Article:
Quote Originally Posted by Adak View Post
    io.h certainly IS included in some modern compilers. It is no longer part of the standard for C, but it is nevertheless, included in the very latest Pelles C versions.
    Quote Originally Posted by Salem View Post
    You mean it's included as a crutch to help ancient programmers limp along without them having to relearn too much.

    Outside of your DOS world, your header file is meaningless.

  7. #7
    and the hat of copycat stevesmithx's Avatar
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    Now I can understand that.
    Thank you very much to all of you.
    One more question,
    Is it right to assume the sizeof(int) always as 2?
    Not everything that can be counted counts, and not everything that counts can be counted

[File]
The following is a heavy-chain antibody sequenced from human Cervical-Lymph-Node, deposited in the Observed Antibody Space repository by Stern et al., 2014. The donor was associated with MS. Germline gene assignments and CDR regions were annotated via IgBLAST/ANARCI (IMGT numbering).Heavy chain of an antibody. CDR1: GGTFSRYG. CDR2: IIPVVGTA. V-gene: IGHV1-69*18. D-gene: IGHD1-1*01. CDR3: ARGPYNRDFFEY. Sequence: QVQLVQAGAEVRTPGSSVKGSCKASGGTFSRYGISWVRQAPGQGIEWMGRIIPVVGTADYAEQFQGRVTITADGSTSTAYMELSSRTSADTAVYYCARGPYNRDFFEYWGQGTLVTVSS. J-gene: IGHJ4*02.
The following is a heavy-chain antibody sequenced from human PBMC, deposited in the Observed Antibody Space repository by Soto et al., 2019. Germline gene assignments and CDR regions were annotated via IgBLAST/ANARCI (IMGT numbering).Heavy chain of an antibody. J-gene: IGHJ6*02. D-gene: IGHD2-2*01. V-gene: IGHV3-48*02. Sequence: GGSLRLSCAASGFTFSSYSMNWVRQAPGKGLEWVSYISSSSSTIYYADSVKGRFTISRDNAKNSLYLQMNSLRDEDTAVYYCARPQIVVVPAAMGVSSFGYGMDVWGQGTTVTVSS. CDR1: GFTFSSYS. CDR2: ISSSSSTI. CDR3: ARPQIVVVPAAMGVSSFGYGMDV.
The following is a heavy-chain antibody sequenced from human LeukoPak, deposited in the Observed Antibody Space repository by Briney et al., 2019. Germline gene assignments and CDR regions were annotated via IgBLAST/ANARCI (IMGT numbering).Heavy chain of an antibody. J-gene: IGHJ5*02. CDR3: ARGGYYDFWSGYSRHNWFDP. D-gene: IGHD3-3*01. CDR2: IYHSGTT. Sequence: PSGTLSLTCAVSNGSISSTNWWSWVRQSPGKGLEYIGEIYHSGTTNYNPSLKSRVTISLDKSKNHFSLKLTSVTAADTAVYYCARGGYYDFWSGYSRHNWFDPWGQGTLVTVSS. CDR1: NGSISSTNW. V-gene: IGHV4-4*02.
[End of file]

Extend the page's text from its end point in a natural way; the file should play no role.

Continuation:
- Albert Einstein.


    No programming language is perfect. There is not even a single best language; there are only languages well suited or perhaps poorly suited for particular purposes.
    - Herbert Mayer

  8. #8
    C++まいる!Cをこわせ! Elysia's Avatar
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    No, far from it.
    On a x86/x64 machine running Windows, sizeof(int) = 4.
    I believe, on Linux or some other platform (with x64), sizeof(int) = 8
    Quote Originally Posted by Adak View Post
    io.h certainly IS included in some modern compilers. It is no longer part of the standard for C, but it is nevertheless, included in the very latest Pelles C versions.
    Quote Originally Posted by Salem View Post
    You mean it's included as a crutch to help ancient programmers limp along without them having to relearn too much.

    Outside of your DOS world, your header file is meaningless.

  9. #9
    C++ Witch laserlight's Avatar
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    stevesmithx, just to confirm my reasoning, have you checked the value of sizeof(int) on your system by printing it?
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  10. #10
    C++まいる!Cをこわせ! Elysia's Avatar
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    Oh and no type except char (sizeof(char) is always 1) is guaranteed to have the same size of all platforms.